Davidson

Miguel Alvalle of the N.C. Department of Environmental Quality explains the Davidson "asbestos watch area" to residents Monday at the Ada Jenkins Center in Davidson.
David Boraks / WFAE

State environmental officials want to designate part of the west side of Davidson as an "asbestos watch area." But the renewed discussion about asbestos from an old factory nearby is reviving concerns among residents in the historically African American neighborhood. 

The Interstate 77 Express Lanes are now open between Charlotte and Mooresville. A CATS commuter bus used the lanes Nov. 14.  CATS says it's currently training drivers and buses will start using the lanes soon.
DAVID BORAKS / WFAE

Charlotte Area Transit System is overhauling its express bus service from Northern Mecklenburg County to take advantage of the Interstate 77 express lanes. CATS says it will replace the three current express bus routes with four new routes next month, under a new name — MetroRAPID.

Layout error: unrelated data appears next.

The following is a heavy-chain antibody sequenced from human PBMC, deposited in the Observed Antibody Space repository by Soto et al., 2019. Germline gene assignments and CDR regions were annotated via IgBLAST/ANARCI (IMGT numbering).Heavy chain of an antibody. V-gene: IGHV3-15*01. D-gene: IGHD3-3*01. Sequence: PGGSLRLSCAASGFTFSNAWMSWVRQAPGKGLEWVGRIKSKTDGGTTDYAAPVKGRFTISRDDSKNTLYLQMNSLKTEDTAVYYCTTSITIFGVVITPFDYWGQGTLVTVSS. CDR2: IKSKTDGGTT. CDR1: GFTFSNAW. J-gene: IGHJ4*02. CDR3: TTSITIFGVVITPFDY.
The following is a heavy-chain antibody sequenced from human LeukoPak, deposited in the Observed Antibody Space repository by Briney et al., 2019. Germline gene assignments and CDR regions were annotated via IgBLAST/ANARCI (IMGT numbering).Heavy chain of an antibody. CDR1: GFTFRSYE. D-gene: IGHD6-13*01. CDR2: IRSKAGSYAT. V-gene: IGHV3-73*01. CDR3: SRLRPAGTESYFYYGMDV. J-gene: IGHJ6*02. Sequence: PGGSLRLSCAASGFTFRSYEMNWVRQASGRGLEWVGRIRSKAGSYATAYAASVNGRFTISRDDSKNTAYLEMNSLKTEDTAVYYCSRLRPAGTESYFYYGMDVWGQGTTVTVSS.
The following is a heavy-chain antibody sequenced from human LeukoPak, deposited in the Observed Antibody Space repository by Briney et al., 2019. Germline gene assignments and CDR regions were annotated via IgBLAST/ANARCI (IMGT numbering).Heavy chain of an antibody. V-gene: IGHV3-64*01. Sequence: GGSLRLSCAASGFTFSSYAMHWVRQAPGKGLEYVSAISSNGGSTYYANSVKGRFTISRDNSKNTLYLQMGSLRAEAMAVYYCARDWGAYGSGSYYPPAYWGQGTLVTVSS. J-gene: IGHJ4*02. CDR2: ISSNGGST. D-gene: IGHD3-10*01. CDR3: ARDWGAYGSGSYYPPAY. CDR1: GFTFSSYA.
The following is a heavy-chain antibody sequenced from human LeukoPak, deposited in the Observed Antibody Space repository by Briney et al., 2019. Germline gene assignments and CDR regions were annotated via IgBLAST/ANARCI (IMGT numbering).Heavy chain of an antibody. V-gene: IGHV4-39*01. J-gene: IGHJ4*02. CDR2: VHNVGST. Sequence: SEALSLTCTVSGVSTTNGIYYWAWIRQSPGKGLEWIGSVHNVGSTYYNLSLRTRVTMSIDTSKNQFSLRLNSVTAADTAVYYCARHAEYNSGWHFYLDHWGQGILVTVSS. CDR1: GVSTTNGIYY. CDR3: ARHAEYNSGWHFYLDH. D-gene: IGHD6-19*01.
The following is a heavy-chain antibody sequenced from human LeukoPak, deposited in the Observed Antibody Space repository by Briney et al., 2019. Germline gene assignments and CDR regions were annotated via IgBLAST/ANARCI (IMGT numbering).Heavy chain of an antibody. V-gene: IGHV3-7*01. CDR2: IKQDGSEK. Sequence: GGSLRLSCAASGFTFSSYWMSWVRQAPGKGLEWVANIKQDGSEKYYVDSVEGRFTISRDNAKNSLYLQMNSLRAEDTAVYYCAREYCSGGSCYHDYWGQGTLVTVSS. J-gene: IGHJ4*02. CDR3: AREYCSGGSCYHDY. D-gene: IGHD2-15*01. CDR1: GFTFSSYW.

Will Grier
Wikipedia

Will Grier grew up cheering on wide receiver Steve Smith from the stands at Carolina Panthers' home games, where his family had season tickets.

On Sunday, the lifelong Panthers fan from Davidson will make his first NFL start when Carolina visits the Indianapolis Colts (6-8). Panthers interim coach Perry Fewell named Grier the starter after Thursday's practice, an announcement that was pretty much a foregone conclusion after Grier received all of the first-team reps this week.

The developer wants to turn the mill into a commercial center that could have shops, restaurants and a brewery.
NCDEQ

State environmental officials have given Charlotte developers the preliminary go-ahead to redevelop a former asbestos factory in downtown Davidson. But they still need to overcome the concerns of residents in the historically black neighborhood around the mill. 

The Metrolina Warehouse in Davidson was an asbestos factory from 1930 to 1960.
David Boraks / WFAE

The N.C. Division of Waste Management will hold a public meeting Monday night in Davidson to talk about how a former asbestos mill could be cleaned up and redeveloped. 

Davidson Mayor Rusty Knox and town manager Jamie Justice talked to voters about the $14 million public facilities bond and sale of Continuum cable and internet company, both on Davidson's 2019 election ballot. (David Boraks photo)